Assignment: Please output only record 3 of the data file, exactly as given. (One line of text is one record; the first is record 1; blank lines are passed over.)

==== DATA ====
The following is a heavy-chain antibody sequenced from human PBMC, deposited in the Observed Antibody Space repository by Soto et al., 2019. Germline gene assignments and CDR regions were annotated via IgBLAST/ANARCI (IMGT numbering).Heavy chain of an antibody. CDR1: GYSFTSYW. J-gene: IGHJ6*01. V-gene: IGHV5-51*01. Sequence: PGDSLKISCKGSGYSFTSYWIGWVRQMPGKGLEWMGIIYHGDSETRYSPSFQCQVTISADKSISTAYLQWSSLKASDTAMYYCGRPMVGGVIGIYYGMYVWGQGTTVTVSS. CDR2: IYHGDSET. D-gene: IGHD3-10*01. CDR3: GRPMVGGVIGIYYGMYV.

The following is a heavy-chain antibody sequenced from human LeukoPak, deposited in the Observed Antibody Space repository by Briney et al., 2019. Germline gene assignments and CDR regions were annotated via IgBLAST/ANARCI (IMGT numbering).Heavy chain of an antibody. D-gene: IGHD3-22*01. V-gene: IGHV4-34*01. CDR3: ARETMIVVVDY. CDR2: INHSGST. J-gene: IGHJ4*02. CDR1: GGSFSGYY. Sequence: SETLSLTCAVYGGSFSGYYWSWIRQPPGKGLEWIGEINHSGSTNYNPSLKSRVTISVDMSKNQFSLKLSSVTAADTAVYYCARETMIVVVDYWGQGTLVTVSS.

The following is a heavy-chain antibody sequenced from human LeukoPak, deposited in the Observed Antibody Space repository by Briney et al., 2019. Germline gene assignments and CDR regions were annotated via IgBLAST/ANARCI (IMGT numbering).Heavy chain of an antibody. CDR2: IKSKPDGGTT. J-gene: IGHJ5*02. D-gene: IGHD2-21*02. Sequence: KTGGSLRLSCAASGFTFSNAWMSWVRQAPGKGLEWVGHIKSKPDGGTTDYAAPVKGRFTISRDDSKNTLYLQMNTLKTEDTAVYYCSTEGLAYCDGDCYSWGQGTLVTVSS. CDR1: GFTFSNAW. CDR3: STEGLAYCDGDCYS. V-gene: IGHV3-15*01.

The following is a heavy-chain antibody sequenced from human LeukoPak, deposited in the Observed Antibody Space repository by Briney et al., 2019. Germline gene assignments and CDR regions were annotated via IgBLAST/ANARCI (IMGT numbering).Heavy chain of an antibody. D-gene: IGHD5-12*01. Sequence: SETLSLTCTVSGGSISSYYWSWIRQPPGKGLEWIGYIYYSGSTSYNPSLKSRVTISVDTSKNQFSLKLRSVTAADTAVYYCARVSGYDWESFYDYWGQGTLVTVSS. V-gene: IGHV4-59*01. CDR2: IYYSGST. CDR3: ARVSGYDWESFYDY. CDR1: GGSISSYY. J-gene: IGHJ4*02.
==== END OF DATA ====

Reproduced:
The following is a heavy-chain antibody sequenced from human LeukoPak, deposited in the Observed Antibody Space repository by Briney et al., 2019. Germline gene assignments and CDR regions were annotated via IgBLAST/ANARCI (IMGT numbering).Heavy chain of an antibody. CDR2: IKSKPDGGTT. J-gene: IGHJ5*02. D-gene: IGHD2-21*02. Sequence: KTGGSLRLSCAASGFTFSNAWMSWVRQAPGKGLEWVGHIKSKPDGGTTDYAAPVKGRFTISRDDSKNTLYLQMNTLKTEDTAVYYCSTEGLAYCDGDCYSWGQGTLVTVSS. CDR1: GFTFSNAW. CDR3: STEGLAYCDGDCYS. V-gene: IGHV3-15*01.